The mice were fed twice a day, four hours apart, to mimic the way humans eat, she said. They were divided into two groups: one ate a high-fat breakfast with the most caloric intake during the first meal, and the other had a high-carbohydrate meal that  was divided evenly in calories between the meals.

The animals in the two groups ate exactly the same number of calories. The fat in the mice feed came from lard and soybean oil, which, Bray said,  are not considered to be the healthiest kinds of fats.

“So this is what’s cool about this finding,” she said. “It wasn’t one animal got less calories because of the way they ate. What the biggest surprise to us was the way metabolism seemed to really be set at the beginning of the day by what the animals ate upon waking.”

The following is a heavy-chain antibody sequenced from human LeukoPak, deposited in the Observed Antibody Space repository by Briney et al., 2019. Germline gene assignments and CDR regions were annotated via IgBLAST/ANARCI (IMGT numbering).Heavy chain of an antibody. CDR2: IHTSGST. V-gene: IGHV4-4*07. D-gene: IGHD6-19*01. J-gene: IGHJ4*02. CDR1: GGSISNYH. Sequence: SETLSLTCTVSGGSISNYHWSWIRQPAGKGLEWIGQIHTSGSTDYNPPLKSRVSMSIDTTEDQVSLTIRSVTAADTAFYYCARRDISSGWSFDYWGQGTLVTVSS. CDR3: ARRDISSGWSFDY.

Bray explained that normally mammals use stored fat for energy production during the periods of rest between meals.

The mice given more fat were actively metabolizing both fats and carbohydrates “really, really efficiently,” she said.  However, the mice given high-carbohydrate meals at the beginning of the day kept metabolizing the carbohydrates consumed, not stored fat—even when they were given a high-fat meal at the end of the day.  In the published study, this is referred to as developing a “fixed” metabolism.

“We have evidence that they’re storing fat again because enzymes that are active for storing fat are active at that time of day,” Bray said.

Dawn Jackson Blatner, a registered dietician and spokesperson for the American Dietetic Association, said so much information comes out about nutrition that it’s important to look at all available research.